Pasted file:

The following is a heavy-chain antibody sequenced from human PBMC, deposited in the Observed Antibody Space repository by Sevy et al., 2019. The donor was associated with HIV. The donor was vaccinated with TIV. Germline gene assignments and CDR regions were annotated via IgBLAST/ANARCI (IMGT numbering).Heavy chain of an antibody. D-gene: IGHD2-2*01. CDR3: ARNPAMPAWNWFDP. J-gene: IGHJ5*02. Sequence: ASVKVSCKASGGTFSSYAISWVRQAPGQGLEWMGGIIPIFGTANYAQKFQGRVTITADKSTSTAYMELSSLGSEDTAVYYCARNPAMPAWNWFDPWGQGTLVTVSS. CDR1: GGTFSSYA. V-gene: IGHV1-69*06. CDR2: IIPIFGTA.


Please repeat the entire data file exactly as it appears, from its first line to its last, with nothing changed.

The following is a heavy-chain antibody sequenced from human PBMC, deposited in the Observed Antibody Space repository by Sevy et al., 2019. The donor was associated with HIV. The donor was vaccinated with TIV. Germline gene assignments and CDR regions were annotated via IgBLAST/ANARCI (IMGT numbering).Heavy chain of an antibody. D-gene: IGHD2-2*01. CDR3: ARNPAMPAWNWFDP. J-gene: IGHJ5*02. Sequence: ASVKVSCKASGGTFSSYAISWVRQAPGQGLEWMGGIIPIFGTANYAQKFQGRVTITADKSTSTAYMELSSLGSEDTAVYYCARNPAMPAWNWFDPWGQGTLVTVSS. CDR1: GGTFSSYA. V-gene: IGHV1-69*06. CDR2: IIPIFGTA.